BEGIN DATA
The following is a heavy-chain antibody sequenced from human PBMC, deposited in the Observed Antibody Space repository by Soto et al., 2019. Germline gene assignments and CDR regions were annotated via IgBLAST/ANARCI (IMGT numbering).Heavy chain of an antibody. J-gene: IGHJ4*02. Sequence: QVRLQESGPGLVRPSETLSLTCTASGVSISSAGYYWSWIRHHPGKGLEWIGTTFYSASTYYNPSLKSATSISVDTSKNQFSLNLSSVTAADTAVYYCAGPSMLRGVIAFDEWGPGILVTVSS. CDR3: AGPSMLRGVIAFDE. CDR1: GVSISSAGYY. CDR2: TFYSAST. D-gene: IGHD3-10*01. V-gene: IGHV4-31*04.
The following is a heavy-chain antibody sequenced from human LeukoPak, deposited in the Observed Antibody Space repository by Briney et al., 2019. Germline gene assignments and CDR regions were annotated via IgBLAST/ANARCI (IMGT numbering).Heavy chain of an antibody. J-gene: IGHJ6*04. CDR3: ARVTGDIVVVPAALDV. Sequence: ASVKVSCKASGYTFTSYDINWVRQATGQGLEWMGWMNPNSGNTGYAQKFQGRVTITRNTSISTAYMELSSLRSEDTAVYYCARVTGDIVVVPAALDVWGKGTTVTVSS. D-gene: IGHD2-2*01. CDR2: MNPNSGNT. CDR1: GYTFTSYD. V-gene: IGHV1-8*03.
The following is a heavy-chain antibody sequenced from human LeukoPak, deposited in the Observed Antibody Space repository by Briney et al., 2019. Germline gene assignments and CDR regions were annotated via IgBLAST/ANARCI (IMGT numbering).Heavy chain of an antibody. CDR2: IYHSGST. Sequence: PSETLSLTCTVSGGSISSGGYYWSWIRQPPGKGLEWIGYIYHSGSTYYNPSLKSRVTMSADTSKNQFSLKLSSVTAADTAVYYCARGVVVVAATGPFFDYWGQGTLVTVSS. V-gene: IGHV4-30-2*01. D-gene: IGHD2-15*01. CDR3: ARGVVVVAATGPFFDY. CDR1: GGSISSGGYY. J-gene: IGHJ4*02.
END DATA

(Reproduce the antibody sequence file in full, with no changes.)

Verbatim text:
The following is a heavy-chain antibody sequenced from human PBMC, deposited in the Observed Antibody Space repository by Soto et al., 2019. Germline gene assignments and CDR regions were annotated via IgBLAST/ANARCI (IMGT numbering).Heavy chain of an antibody. J-gene: IGHJ4*02. Sequence: QVRLQESGPGLVRPSETLSLTCTASGVSISSAGYYWSWIRHHPGKGLEWIGTTFYSASTYYNPSLKSATSISVDTSKNQFSLNLSSVTAADTAVYYCAGPSMLRGVIAFDEWGPGILVTVSS. CDR3: AGPSMLRGVIAFDE. CDR1: GVSISSAGYY. CDR2: TFYSAST. D-gene: IGHD3-10*01. V-gene: IGHV4-31*04.
The following is a heavy-chain antibody sequenced from human LeukoPak, deposited in the Observed Antibody Space repository by Briney et al., 2019. Germline gene assignments and CDR regions were annotated via IgBLAST/ANARCI (IMGT numbering).Heavy chain of an antibody. J-gene: IGHJ6*04. CDR3: ARVTGDIVVVPAALDV. Sequence: ASVKVSCKASGYTFTSYDINWVRQATGQGLEWMGWMNPNSGNTGYAQKFQGRVTITRNTSISTAYMELSSLRSEDTAVYYCARVTGDIVVVPAALDVWGKGTTVTVSS. D-gene: IGHD2-2*01. CDR2: MNPNSGNT. CDR1: GYTFTSYD. V-gene: IGHV1-8*03.
The following is a heavy-chain antibody sequenced from human LeukoPak, deposited in the Observed Antibody Space repository by Briney et al., 2019. Germline gene assignments and CDR regions were annotated via IgBLAST/ANARCI (IMGT numbering).Heavy chain of an antibody. CDR2: IYHSGST. Sequence: PSETLSLTCTVSGGSISSGGYYWSWIRQPPGKGLEWIGYIYHSGSTYYNPSLKSRVTMSADTSKNQFSLKLSSVTAADTAVYYCARGVVVVAATGPFFDYWGQGTLVTVSS. V-gene: IGHV4-30-2*01. D-gene: IGHD2-15*01. CDR3: ARGVVVVAATGPFFDY. CDR1: GGSISSGGYY. J-gene: IGHJ4*02.